The aim of this study was to observe long-term clinical outcomes in a group of patients treated with bromocriptine for invasive giant prolactinomas involving the cavernous sinus.
Data from 20 patients with invasive giant prolactinomas at the authors’ institutions between July 1997 and June 2004 were retrospectively reviewed. The criteria to qualify for study participation included: 1) tumor diameter greater than 4 cm, invading the cavernous sinus to an extent corresponding to Grade III or IV in the classification scheme of Knosp and colleagues; 2) serum prolactin (PRL) level greater than 200 ng/ml; and 3) clinical signs of hyperprolactinemia and mass effect. Among the 20 patients who met the criteria, six had undergone unsuccessful transcranial or transsphenoidal microsurgery prior to bromocriptine treatment and 14 patients received bromocriptine as the primary treatment. Eleven of the 20 patients underwent adjuvant radiotherapy.
After a mean follow-up period of 37.3 months, the clinical symptoms in all patients improved by different degrees. Tumor volume on magnetic resonance images was decreased by a mean of 93.3%. In 11 patients, the tumor had almost completely disappeared; in the other nine patients, residual tumor invaded the cavernous sinus. Visual symptoms improved in 13 of the patients who had presented with visual loss. Eight patients had normal PRL levels. The postoperative PRL level was more than 200 ng/ml in seven patients. During the course of drug administration, cerebrospinal fluid leakage occurred in one patient, who subsequently underwent transsphenoidal surgery. No case of apoplexy occurred during bromocriptine treatment.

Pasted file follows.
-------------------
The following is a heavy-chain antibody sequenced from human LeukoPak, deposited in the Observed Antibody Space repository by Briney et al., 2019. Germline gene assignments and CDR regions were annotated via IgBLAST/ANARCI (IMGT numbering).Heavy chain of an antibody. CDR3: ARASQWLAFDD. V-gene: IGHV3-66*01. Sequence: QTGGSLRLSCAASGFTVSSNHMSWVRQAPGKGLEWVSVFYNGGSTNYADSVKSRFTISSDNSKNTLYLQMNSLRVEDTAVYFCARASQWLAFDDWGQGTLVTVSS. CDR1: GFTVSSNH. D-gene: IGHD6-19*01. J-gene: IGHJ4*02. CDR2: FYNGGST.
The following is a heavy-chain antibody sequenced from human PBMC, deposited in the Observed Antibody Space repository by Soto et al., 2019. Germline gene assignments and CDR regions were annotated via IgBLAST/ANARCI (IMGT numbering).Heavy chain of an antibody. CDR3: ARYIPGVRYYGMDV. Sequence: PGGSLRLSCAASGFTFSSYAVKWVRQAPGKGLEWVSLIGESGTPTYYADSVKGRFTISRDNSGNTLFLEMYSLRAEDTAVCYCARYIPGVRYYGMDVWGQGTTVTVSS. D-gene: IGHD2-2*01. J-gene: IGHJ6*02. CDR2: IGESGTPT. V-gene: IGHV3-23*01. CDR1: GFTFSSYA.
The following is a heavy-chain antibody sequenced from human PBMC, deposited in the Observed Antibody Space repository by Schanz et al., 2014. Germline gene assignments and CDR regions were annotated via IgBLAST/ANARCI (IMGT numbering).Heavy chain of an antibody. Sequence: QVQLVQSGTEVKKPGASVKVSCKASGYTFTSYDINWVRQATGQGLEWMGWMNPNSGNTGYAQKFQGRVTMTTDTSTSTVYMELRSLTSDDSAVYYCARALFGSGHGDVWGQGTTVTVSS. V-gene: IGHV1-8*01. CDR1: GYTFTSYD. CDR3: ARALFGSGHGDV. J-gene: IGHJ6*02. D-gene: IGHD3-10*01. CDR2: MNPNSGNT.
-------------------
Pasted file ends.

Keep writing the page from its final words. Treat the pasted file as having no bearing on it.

Dopamine agonist medications are effective as a first-line therapy for invasive giant prolactinomas, because they can significantly shrink tumor volume and control the PRL level. Tumor mass vanishes in some patients after bromocriptine treatment; in other patients with localized residual tumor, stereotactic radiosurgery is a viable option so that unnecessary surgery can be avoided. The application of radiotherapy does not reliably shrink tumor volume.